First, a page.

Thinking about researching the social world
DOI link for Thinking about researching the social world
Thinking about researching the social world book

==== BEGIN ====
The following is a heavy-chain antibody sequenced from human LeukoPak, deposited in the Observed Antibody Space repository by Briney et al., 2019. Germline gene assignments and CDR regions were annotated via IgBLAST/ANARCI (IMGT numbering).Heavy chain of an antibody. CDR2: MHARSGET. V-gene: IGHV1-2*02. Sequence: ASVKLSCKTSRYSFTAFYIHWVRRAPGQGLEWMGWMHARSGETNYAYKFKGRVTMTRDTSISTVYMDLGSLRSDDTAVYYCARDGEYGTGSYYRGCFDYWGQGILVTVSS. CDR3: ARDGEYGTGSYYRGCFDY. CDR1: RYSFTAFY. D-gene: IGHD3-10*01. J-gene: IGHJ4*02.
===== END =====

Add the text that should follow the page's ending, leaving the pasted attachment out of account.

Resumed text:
Social science has been defined as ‘the attempt to explain social phenomena within the limits of available evidence’ (Lewins 1992: 41). The definition of what counts as ‘evidence’ is problematic, as is the question of how evidence is collected. Evidence has traditionally been understood as data collected through the counting of responses or observations. In circumstances where sociological concepts were not directly observable, they were instead grasped indirectly through the testing of hypotheses where ideas could be viewed as ‘facts’ if they were verifiable by certain observations. Society was seen as rule governed, with there being one ‘true’ reality, and research was based upon the idea of there being one universal knowledge which was created through the application of objective thinking and empirical research. Emphasis was placed on a reasoned, scientific approach to knowledge production, wherein any researcher operating under the same conditions would reach the same conclusion (Code 1993). However, attitudes about what constitutes valid and reliable knowledge, research and evidence have changed as social research has developed.